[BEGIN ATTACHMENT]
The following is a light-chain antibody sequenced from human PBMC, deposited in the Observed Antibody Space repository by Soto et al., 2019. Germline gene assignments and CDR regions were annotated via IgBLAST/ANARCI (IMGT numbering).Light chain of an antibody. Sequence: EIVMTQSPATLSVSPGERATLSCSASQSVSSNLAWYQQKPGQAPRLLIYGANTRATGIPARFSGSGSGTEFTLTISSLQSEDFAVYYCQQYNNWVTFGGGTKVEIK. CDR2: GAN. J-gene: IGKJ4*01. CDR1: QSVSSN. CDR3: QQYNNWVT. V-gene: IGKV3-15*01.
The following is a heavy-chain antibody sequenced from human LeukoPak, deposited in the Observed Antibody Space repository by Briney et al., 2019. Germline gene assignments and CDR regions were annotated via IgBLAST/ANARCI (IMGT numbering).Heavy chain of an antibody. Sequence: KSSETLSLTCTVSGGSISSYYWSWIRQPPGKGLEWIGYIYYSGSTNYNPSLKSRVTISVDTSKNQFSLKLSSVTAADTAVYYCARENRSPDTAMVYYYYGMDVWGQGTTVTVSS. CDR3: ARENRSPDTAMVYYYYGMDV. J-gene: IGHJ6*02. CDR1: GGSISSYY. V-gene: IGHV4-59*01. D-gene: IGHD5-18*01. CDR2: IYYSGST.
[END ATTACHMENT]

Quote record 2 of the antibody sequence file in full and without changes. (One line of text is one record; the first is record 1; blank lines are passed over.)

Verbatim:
The following is a heavy-chain antibody sequenced from human LeukoPak, deposited in the Observed Antibody Space repository by Briney et al., 2019. Germline gene assignments and CDR regions were annotated via IgBLAST/ANARCI (IMGT numbering).Heavy chain of an antibody. Sequence: KSSETLSLTCTVSGGSISSYYWSWIRQPPGKGLEWIGYIYYSGSTNYNPSLKSRVTISVDTSKNQFSLKLSSVTAADTAVYYCARENRSPDTAMVYYYYGMDVWGQGTTVTVSS. CDR3: ARENRSPDTAMVYYYYGMDV. J-gene: IGHJ6*02. CDR1: GGSISSYY. V-gene: IGHV4-59*01. D-gene: IGHD5-18*01. CDR2: IYYSGST.